Monday

February 19th at the Ethos Roundtable: "Is Wikipedia Helping or Hindering Social Change?"

Please join us at the next Ethos Roundtable session!

Tuesday, February 19th
4:30 - 6:00 pm
Charles Hotel
1 Bennett Street
Harvard Square, Cambridge

Featured guest: Jayne Karolow, LocaModa

Here's the word from our featured guest:
'Last roundtable, I spoke about Wiffiti, in particular its goal of encouraging organic, proactive conversations amongst people who would typically never interact with each other; it's been a highly successful social model. Now I'd like to take a look at the flip side of community media... When information comes into the mix, are we doing more harm than good by venerating "groupthink"?'
Online reading recommended by Jayne:
A brief biography of our featured guest:
'Jayne Karolow is the Director of Community at LocaModa, Inc, a technology company in Cambridge, MA, focused on connecting people and places. She is also a part-time instructor and Emerson Colleage, currently teaching a course entitled "Studies in Digital Media and Culture." In her free time, she enjoys running marathons and cooking in her tiny Somerville kitchen.'
Please remember that there's never any need to make a reservation to attend Ethos Roundtable events. Just come if you can, and feel free to invite others! However, if you're planning to attend the Boston 501 Tech Club event at 6:00 pm, we ask that you send an email to Kathleen Sherwin of TechFoundation (ksherwin AT techfoundation DOT org). Since TechFoundation is providing the free food and drink, it's courteous to let them know how much to order.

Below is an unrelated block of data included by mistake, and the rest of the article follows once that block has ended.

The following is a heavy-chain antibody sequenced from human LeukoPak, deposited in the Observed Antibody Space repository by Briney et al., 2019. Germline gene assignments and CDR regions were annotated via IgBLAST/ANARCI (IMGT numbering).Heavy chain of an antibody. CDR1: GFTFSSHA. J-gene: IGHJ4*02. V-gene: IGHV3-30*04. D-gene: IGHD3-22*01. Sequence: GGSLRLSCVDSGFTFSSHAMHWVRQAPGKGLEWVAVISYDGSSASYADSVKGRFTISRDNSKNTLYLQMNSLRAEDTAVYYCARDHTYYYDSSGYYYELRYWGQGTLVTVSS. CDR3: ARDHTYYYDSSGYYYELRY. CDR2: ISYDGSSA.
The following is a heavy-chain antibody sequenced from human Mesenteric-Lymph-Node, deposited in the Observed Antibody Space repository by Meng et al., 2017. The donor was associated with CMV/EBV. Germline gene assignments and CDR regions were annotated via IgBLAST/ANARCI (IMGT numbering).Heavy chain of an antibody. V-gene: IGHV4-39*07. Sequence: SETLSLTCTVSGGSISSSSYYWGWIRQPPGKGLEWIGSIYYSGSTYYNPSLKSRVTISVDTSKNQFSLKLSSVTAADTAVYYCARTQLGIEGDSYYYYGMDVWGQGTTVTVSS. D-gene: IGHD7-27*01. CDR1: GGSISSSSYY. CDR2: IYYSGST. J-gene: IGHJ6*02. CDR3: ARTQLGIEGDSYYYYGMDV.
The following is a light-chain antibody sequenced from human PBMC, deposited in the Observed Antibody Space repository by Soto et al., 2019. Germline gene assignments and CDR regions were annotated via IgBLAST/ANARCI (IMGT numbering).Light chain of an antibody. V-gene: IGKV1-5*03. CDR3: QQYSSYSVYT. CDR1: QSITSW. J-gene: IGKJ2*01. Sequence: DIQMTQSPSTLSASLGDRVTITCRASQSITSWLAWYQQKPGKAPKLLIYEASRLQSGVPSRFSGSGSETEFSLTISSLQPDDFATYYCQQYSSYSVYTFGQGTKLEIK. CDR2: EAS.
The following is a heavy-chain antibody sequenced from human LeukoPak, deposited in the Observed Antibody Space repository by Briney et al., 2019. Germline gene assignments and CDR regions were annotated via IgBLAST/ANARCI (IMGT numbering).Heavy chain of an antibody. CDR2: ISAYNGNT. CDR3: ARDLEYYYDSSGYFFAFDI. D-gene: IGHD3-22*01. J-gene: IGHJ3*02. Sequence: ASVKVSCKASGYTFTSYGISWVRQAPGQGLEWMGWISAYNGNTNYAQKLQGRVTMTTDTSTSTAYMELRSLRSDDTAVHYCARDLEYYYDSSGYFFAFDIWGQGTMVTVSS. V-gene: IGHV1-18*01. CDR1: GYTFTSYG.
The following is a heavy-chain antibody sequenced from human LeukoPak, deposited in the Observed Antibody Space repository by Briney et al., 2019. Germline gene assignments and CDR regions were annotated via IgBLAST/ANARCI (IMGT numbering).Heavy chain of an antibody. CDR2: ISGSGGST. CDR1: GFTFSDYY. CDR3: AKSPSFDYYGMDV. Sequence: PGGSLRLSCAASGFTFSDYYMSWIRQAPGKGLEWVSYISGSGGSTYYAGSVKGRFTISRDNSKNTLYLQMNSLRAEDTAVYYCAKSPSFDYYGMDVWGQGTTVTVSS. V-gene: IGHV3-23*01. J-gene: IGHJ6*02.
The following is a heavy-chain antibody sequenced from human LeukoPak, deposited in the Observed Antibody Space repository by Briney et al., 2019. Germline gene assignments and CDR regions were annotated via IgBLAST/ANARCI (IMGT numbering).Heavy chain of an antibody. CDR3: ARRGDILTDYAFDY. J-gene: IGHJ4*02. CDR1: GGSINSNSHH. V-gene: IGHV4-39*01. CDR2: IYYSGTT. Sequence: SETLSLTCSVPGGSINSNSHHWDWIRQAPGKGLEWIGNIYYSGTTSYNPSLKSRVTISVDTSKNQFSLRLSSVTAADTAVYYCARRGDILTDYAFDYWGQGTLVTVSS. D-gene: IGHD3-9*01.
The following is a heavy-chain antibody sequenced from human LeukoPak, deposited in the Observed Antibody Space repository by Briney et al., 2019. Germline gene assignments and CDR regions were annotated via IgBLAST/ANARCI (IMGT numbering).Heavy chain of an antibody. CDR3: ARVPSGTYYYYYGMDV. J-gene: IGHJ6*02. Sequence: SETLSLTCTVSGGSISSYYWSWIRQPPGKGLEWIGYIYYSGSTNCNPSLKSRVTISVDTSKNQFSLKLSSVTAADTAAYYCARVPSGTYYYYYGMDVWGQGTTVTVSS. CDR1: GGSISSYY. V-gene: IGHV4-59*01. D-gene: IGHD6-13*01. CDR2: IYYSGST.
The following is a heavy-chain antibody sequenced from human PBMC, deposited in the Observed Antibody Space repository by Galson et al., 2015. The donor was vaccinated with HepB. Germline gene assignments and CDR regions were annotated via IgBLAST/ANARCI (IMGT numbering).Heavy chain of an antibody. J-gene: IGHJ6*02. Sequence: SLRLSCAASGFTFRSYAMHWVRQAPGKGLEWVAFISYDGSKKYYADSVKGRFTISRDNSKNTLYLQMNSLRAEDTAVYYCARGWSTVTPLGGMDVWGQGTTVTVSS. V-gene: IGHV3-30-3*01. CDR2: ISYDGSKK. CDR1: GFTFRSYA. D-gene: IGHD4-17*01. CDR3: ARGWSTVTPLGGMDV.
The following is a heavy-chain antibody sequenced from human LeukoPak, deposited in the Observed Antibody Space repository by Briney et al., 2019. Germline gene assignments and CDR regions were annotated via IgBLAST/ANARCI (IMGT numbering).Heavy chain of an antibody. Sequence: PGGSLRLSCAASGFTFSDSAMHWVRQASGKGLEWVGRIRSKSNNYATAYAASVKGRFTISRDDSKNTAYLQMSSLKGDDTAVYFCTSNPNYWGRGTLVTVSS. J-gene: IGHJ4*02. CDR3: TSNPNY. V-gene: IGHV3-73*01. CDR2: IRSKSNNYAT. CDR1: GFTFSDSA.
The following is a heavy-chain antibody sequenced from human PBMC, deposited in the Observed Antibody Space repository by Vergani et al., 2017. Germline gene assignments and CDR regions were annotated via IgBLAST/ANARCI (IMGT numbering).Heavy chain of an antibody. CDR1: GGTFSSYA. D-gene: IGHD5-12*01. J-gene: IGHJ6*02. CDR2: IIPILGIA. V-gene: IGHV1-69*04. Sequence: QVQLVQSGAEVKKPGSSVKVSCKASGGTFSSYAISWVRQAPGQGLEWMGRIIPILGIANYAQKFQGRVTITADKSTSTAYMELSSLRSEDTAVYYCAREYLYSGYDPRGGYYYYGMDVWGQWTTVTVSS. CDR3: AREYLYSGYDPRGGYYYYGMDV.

See you on the 19th!

2 comments:

Shava said...

For folks interested in the other side of the rather negative takes on Wikipedia process in this article, try:

http://www.google.com/search?hl=en&q=%22wisdom+of+crowds%22+wikipedia&btnG=Google+Search

or

http://www.google.com/search?hl=en&q=%22crowd-sourcing%22+wikipedia&btnG=Search

Casey said...

I tend to think that whether we like it or not, "group think" is here to stay. The interweb makes it too darned easy... but also makes it necessary for individuals to read even more information in order to form their own opinion of "right" and "wrong" on any said issue.

If you're interested, I recently wrote about how non-profits can use Wikipedia to their benefit.

Fascinating topic all around. I wish I had been at the last roundtable!